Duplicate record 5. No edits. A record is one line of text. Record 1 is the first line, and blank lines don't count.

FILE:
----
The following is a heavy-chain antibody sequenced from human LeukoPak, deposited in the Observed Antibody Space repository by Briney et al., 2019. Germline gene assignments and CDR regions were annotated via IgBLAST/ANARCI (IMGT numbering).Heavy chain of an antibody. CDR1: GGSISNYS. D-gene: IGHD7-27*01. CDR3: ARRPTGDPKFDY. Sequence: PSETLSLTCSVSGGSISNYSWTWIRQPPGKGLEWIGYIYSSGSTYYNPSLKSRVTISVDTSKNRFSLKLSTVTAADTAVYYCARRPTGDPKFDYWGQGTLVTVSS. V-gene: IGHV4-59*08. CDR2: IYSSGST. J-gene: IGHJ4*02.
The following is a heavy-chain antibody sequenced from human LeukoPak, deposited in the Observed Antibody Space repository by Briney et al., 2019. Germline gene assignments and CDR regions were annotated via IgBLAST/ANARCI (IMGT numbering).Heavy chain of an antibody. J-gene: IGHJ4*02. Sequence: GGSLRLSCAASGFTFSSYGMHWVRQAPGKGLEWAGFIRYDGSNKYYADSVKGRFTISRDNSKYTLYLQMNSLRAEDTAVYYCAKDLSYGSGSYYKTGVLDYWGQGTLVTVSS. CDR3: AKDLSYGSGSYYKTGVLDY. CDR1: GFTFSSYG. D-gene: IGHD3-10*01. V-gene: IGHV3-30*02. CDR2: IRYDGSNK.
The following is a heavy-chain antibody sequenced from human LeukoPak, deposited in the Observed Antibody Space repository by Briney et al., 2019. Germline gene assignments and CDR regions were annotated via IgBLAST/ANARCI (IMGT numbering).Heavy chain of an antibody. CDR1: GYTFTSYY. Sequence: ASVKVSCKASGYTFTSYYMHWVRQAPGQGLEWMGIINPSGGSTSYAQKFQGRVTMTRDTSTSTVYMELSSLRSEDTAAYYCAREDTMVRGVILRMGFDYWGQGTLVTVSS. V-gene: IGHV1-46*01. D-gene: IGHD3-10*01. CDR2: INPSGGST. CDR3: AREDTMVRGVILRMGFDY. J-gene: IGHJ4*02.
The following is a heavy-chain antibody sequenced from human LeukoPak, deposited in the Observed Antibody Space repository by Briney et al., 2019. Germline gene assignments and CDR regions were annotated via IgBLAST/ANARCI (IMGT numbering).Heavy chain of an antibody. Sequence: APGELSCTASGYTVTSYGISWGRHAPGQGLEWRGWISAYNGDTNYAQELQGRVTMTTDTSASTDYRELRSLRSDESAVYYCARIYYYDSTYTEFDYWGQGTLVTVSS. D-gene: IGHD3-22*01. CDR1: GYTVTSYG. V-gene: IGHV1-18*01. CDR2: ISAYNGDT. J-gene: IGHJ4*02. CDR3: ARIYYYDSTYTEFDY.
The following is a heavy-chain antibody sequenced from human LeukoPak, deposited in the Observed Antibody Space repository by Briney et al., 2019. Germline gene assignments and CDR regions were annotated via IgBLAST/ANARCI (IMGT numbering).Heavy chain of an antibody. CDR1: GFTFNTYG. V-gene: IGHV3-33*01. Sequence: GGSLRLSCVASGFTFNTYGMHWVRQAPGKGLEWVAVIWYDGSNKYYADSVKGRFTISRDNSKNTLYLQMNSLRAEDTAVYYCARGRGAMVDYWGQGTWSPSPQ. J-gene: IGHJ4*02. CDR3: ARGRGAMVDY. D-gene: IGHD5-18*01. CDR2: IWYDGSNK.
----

The following is a heavy-chain antibody sequenced from human LeukoPak, deposited in the Observed Antibody Space repository by Briney et al., 2019. Germline gene assignments and CDR regions were annotated via IgBLAST/ANARCI (IMGT numbering).Heavy chain of an antibody. CDR1: GFTFNTYG. V-gene: IGHV3-33*01. Sequence: GGSLRLSCVASGFTFNTYGMHWVRQAPGKGLEWVAVIWYDGSNKYYADSVKGRFTISRDNSKNTLYLQMNSLRAEDTAVYYCARGRGAMVDYWGQGTWSPSPQ. J-gene: IGHJ4*02. CDR3: ARGRGAMVDY. D-gene: IGHD5-18*01. CDR2: IWYDGSNK.